ike

Established Member
Joined
24 May 2004
Messages
1,681
Reaction score
0
As I say, a tough one with a long, troubled road ahead.
I agree with that. It used to be down to commonsense when and how parents should take what I term 'corrective action' with their children. It seems all too often not only in the context of parenting, but in many other aspects of todays' society, that there's an increasing tendency to polarize totally for or totally against something. Violence leads to violence. It's proven pyschology that children exposed to physical and verbal abuse grow into adults with problems and will exhibit tendencies towards similar behaviour. Likewise, the 100% liberal, carefree, hands off approach doesn't I believe help to reinforce social and moral responsibility - a sense of right and wrong in adults. Whatever happened to the balanced approach - good old fashioned common sense?.

Maybe I was just very lucky with my upbringing, although I do remember getting a few bum whacks from my Dad. I also seem to remember that I'd done something indisputably wrong and well, I was dumb enough to get caught!.

I probably just sound like an old fart, but then commonsense isn't fashionable any more is it?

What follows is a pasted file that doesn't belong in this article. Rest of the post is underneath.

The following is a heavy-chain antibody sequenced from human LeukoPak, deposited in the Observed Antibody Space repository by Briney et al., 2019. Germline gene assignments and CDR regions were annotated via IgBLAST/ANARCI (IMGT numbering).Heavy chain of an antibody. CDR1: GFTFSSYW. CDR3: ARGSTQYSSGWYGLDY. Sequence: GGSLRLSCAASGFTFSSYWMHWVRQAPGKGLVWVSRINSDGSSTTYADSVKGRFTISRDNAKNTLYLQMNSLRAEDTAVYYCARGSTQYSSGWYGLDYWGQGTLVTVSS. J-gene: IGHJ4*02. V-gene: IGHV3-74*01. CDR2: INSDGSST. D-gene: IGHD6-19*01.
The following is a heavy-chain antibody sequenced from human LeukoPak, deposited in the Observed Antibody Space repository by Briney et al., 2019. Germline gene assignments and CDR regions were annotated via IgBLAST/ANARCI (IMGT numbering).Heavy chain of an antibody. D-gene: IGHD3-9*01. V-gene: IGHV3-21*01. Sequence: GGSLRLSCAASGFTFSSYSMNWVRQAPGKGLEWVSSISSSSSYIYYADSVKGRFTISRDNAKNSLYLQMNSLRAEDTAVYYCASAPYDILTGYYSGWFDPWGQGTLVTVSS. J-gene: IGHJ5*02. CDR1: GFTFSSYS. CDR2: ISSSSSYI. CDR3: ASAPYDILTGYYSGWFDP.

Ike
 

johnjin

Established Member
Joined
11 Nov 2003
Messages
620
Reaction score
0
Location
Whaplode Lincolnshire
Hi Ike

Well if you sound like an old fart then I guess I must as well. I agree with everything that you said, and yes I can remember a few wacks on the bum from my Dad. Everyone of them well deserved and my own fault for getting caught. Its all about common sense.

Hi Doc
Yes I have zero tolerance for child abusers as well. For me they are the filth of the earth. But there is a long way between a little punishment and the sort of torture that these children went through to get the matter into parliament.

All the best

John
 
A

Anonymous

Guest
Ike and Dr

I pretty much agree.

I have two daughters one aged 10 and the other 22 (I know, we started young, it wasn't exactly planned.....) who both had a maybe 5 or 6 light smacks along the way when other approaches failed and neither has been in trouble with the police, takes drgus (ASFAIK) swears or is abusive - they both respect people and I am proud of 'em.

To legislate against sensible punishment lacks sensibility!!

Cheers

Tony
 

Taffy Turner

Established Member
Joined
24 May 2004
Messages
1,067
Reaction score
0
Location
The Land of My Fathers
I would agree with most of what has been said above.

I think that the issue here is that it is one thing to give a child a light smack when all else fails, but the problems occur when the child is smacked in anger - that can never be right surely?